# [petsc-users] A question on finite difference Jacobian

Barry Smith bsmith at mcs.anl.gov
Wed Oct 7 10:30:54 CDT 2015

> On Oct 7, 2015, at 9:54 AM, Zou (Non-US), Ling <ling.zou at inl.gov> wrote:
>
> Thank you Barry.
>
> The background I am asking this question is that I want to reduce (or you can say optimize) the cost of my finite difference Jacobian evaluation, which is used for preconditioning purpose. The concept is based on my understanding of the problem I am solving, but I am not sure if it will work, thus I want to do some test.
>
> Here is the concept, assume that my residual reads,
>
> F(\vec{U}) = F[\vec{U}, g(\vec{U})]
>
> in which, g(\vec{U}) is a quite complicated and thus expensive function evaluation. This function, however, is not very sensitive to \vec{U}, i.e., \partial{g(\vec{U})}/\partial{g(\vec{U})} is not that important.
>
>
> Normally, a finite difference Jacobian is evaluated as (as discussed in PETSc manual),
>
> J(\vec{u}) \approx \frac{F(\vec{U}+\epsilon \vec{v}) - F(\vec{U})} {\epsilon}
>
> In my case, it reads,
>
> J(\vec{u}) \approx \frac{F[(\vec{U}+\epsilon \vec{v}), g(\vec{U}+\epsilon \vec{v})] - F[(\vec{U}), g(\vec{U})]} {\epsilon}
>
> Because \partial{g(\vec{U})}/\partial{g(\vec{U})} is not important, the simplification I want to make is, when finite difference Jacobian (as preconditioner) is evaluated, it can be further simplified as,
>
> J(\vec{u}) \approx \frac{F[(\vec{U}+\epsilon \vec{v}), g(\vec{U})] - F[(\vec{U}), g(\vec{U})]} {\epsilon}
>
> Thus, the re-evaluation on g(\vec{U}+\epsilon \vec{v}) is removed. It seems to me that I need some kind of signal from PETSc so I can tell the code not to update g(\vec{U}). However, I never tested it and I don't know if anybody did similar things before.

This is tricky because you are not simply providing a different function to difference; you are skipping part of the differencing procedure. MatFDColoringSetFunction() is only designed to allow you to change the function, not monkey with removing the differencing value sometimes.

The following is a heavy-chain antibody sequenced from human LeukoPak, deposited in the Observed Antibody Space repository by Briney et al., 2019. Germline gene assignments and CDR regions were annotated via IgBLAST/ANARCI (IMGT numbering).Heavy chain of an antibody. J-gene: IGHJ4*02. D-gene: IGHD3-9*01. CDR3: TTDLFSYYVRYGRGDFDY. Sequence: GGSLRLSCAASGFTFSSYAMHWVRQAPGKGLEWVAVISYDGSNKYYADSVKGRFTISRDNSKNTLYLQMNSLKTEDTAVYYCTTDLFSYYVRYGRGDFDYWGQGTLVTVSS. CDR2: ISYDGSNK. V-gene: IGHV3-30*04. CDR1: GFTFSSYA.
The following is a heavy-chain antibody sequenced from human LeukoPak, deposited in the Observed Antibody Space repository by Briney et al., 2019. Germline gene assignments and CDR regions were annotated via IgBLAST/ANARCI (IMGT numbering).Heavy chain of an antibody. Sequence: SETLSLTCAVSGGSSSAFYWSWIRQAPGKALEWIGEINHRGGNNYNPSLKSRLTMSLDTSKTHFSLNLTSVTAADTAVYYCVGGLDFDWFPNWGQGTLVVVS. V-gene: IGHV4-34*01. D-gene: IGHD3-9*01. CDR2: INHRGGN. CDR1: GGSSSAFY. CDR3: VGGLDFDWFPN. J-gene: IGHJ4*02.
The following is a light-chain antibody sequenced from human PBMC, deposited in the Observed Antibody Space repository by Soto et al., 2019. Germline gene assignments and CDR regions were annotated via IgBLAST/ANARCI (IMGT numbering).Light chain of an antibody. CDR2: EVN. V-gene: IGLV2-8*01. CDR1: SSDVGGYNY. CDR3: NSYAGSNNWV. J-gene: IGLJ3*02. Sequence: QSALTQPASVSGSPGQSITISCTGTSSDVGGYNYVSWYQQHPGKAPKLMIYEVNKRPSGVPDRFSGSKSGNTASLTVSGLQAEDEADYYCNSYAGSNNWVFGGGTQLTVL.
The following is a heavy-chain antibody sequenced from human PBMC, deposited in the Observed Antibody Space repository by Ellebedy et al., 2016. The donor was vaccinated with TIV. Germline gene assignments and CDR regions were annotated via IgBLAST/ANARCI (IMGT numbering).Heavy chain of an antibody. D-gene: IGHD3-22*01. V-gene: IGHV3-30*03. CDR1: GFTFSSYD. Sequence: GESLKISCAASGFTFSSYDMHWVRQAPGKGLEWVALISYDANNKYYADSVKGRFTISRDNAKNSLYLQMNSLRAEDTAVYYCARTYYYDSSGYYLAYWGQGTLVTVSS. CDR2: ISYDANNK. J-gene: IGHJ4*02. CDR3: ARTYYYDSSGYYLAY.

Of course it is possible for you to do what you want but I think it would require you copying our differencing code and modifying exactly for your needs. For AIJ matrices the function is MatFDColoringApply_AIJ() it is a bit obscure and you would have to figure out what rows correspond to the g(\vec{U}) part so you handle them differently.

Barry

>
> Thanks,
>
> Ling
>
>
> On Tue, Oct 6, 2015 at 7:09 PM, Barry Smith <bsmith at mcs.anl.gov> wrote:
>
> > On Oct 6, 2015, at 4:22 PM, Zou (Non-US), Ling <ling.zou at inl.gov> wrote:
> >
> >
> >
> > On Tue, Oct 6, 2015 at 2:38 PM, Barry Smith <bsmith at mcs.anl.gov> wrote:
> >
> > > On Oct 6, 2015, at 3:29 PM, Zou (Non-US), Ling <ling.zou at inl.gov> wrote:
> > >
> > > Hi All,
> > >
> > > If the non-zero pattern of a finite difference Jacobian needs 20 colors to color it (20 comes from MatFDColoringView, the non-zero pattern is pre-determined from mesh connectivity), is it true that PETSc needs 40 functions evaluation to get the full Jacobian matrix filled? This is because that a perturbation per color needs two function evaluation according to PETSc manual (ver 3.6, page 123, equations shown in the middle of the page).
> > > But I only see 20 function evaluations. I probably have some misunderstanding somewhere. Any suggestions?
> >
> >    PETSc uses forward differencing to compute the derivatives, hence it needs a single function evaluation at the given point (which has almost always been previously computed in Newton's method)
> > ~~~~~~~~~~~~~~~~~~~~~~~~~~~~~~~~~~~~~~~~~~~~~~~~~~~~~~~~~~~~~~~~~~~~~~
> > Is it a potential problem if the user chooses to use a different (e.g. simplified) residual function as the function for MatFDColoringSetFunction?
>
>    Yes, you can do that. But this may result in a "Newton" direction that is not a descent direction hence Newton stalls. If you have 20 colors I doubt that it would be a good idea to use a cheaper function there. If you have several hundred colors then you can use a simpler function PLUS -snes_mf_operator to insure that the Newton direction is correct.
>
>
>   Barry
>
> >
> >
> > and then one function evaluation for each color. This is why it reports 20 function evaluations.
> >
> >   Barry
> >
> >
> > >
> > > Ling
> >
> >
>
>